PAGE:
High-altitude physiology and pathophysiology: implications and relevance for intensive care medicine


Grocott, Michael, Montgomery, Hugh and Vercueil, Andre (2007) High-altitude physiology and pathophysiology: implications and relevance for intensive care medicine Chest, 11, (1), p. 203. (doi:10.1186/cc5142). (PMID:17291330).

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Description/Abstract

Cellular hypoxia is a fundamental mechanism of injury in the critically ill. The study of human responses to hypoxia occurring as a consequence of hypobaria defines the fields of high-altitude medicine and physiology. A new paradigm suggests that the physiological and pathophysiological responses to extreme environmental challenges (for example, hypobaric hypoxia, hyperbaria, microgravity, cold, heat) may be similar to responses seen in critical illness. The present review explores the idea that human responses to the hypoxia of high altitude may be used as a means of exploring elements of the pathophysiology of critical illness.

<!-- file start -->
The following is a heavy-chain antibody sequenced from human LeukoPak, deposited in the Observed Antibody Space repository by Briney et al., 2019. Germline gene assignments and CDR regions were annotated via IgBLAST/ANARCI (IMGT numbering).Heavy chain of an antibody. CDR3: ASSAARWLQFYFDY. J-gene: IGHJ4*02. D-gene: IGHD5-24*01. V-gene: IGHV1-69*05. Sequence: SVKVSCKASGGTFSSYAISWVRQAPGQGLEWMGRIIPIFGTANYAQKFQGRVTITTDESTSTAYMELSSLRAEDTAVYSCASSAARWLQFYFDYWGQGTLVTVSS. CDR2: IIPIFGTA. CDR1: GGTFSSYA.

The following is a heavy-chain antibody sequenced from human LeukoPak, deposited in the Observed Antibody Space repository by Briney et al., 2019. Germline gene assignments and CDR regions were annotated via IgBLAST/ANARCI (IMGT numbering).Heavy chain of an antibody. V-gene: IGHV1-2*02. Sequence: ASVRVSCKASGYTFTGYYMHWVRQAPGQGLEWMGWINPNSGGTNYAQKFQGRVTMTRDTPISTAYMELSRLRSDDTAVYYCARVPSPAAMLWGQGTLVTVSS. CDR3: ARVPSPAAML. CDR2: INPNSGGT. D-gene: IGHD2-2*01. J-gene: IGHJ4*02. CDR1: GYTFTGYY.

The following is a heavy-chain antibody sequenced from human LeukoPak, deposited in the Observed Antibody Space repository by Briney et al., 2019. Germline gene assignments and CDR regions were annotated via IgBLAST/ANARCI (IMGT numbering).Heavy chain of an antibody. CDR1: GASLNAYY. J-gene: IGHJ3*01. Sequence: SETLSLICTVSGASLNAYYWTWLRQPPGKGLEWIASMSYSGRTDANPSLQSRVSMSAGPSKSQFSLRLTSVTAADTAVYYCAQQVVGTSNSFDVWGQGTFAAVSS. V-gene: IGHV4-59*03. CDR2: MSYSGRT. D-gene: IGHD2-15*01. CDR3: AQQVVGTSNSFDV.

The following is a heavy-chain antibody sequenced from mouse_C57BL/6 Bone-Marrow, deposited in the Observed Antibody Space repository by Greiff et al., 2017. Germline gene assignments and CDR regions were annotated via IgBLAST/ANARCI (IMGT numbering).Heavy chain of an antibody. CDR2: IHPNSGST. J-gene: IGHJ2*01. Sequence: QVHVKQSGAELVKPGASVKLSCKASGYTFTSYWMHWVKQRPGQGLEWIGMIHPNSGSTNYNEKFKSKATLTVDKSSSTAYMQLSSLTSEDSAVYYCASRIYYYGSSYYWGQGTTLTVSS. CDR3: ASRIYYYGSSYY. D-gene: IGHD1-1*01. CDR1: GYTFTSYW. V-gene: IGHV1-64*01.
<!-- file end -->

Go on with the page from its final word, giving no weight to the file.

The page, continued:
Item Type: Article
Digital Object Identifier (DOI): doi:10.1186/cc5142
ISSNs: 0012-3692 (print)
Subjects: Q Science > QP Physiology
R Medicine > RB Pathology
R Medicine > RC Internal medicine
Organisations: Human Development & Health
ePrint ID: 348948
Date :
Date Event
February 2007Published
Date Deposited: 27 Feb 2013 10:02
Last Modified: 21 Feb 2017 15:56
Further Information:Google Scholar
URI: http://eprints.soton.ac.uk/id/eprint/348948

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